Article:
The other day a member of the group asked me where he could find the best place in Bologna to eat true Bolognese food. The city is renowned for its cuisine, so for him it made sense to try it out whilst here. Off the top of my head I suggested Ristorante Diana, on Via Indipendenza, a smart place which makes it into all the guidebooks on the city, though as I’ve never eaten there myself I nevertheless felt slightly fraudulent in recommending it.
Being a vegetarian (mostly!) I can’t comment on many of the typically Bolognese dishes, which are meat-based (everyone’s heard of the tomato and meat sauce, known throughout Italy as ragù).
But what I can comment on, having eaten my way through Italy’s boot from top to toe during the past 15 years, is that a good local restaurant always has certain definable characteristics. For one, it’s usually family owned, often for many generations. It will have a short menu that changes daily, as this will depend on the fresh ingredients available at the market that morning. Sometimes it will not have a menu at all (I’m thinking of the excellent Trattoria La Torre in Siena where the owner simply barks out the day’s choices at you – and no, it doesn’t have a website). It will pobably not have waiters dressed in bow ties, candles on the tables or a menu of multiple dishes printed in multiple languages. And will often not appear in any guidebook (here in Bologna, the great value Trattoria del Rosso fits this bill).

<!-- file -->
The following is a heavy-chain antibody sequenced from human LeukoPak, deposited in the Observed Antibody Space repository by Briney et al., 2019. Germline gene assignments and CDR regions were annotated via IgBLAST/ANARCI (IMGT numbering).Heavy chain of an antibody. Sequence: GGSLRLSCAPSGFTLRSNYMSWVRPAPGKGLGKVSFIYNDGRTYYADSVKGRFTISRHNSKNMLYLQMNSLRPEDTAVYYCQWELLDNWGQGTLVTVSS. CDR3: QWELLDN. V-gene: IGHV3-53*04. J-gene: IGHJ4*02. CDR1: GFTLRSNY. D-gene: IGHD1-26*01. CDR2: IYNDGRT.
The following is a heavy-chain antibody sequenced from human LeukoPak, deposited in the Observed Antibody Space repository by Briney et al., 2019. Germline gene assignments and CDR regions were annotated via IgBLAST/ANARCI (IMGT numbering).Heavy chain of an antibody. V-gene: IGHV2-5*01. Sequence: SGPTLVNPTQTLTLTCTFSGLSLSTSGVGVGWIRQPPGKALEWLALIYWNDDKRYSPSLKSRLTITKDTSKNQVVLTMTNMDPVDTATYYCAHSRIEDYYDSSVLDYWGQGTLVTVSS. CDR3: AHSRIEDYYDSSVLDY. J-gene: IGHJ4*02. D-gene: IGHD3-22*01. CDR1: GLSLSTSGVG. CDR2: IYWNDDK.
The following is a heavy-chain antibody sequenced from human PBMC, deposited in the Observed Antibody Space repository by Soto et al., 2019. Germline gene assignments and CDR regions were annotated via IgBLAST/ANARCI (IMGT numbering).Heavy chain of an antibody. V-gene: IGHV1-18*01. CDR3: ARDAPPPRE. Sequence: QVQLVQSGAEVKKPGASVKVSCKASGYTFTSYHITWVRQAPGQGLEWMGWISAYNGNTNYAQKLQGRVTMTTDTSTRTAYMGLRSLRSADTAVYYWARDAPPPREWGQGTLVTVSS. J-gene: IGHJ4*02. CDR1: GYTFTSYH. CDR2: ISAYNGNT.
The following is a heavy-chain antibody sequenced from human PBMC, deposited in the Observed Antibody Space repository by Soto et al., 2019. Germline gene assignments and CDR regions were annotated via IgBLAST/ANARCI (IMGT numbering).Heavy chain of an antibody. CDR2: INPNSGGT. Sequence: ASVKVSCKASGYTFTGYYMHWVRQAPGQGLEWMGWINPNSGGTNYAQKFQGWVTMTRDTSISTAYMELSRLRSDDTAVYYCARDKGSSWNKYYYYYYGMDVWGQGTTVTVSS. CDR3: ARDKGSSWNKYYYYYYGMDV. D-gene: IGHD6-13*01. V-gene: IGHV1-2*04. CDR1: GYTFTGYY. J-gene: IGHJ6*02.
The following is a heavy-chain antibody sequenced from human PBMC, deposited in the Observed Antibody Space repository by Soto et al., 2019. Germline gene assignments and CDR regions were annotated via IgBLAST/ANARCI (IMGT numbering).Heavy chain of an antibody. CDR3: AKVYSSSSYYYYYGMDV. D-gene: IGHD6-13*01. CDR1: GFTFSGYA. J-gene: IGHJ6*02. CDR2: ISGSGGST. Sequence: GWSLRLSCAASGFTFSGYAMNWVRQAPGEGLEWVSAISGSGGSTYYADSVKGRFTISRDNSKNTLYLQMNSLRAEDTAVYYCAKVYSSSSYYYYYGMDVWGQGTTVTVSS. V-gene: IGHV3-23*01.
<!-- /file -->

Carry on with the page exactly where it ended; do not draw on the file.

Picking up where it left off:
So, if not in a guidebook what the best way to find this perfect restaurant/trattoria? As with everything else in Italy, ask a local. Italy is all about ‘local’ – they even have a word for it (campanilismo – the attachment to one’s own church tower). In Italy it’s word of mouth, not the written word that counts – which is perhaps why PR (as we heard at Edelman the other day) is less developed here than in more globalised, less close-knit Northern European or American societies.
Just an after-dinner thought to imbibe along with your digestivo.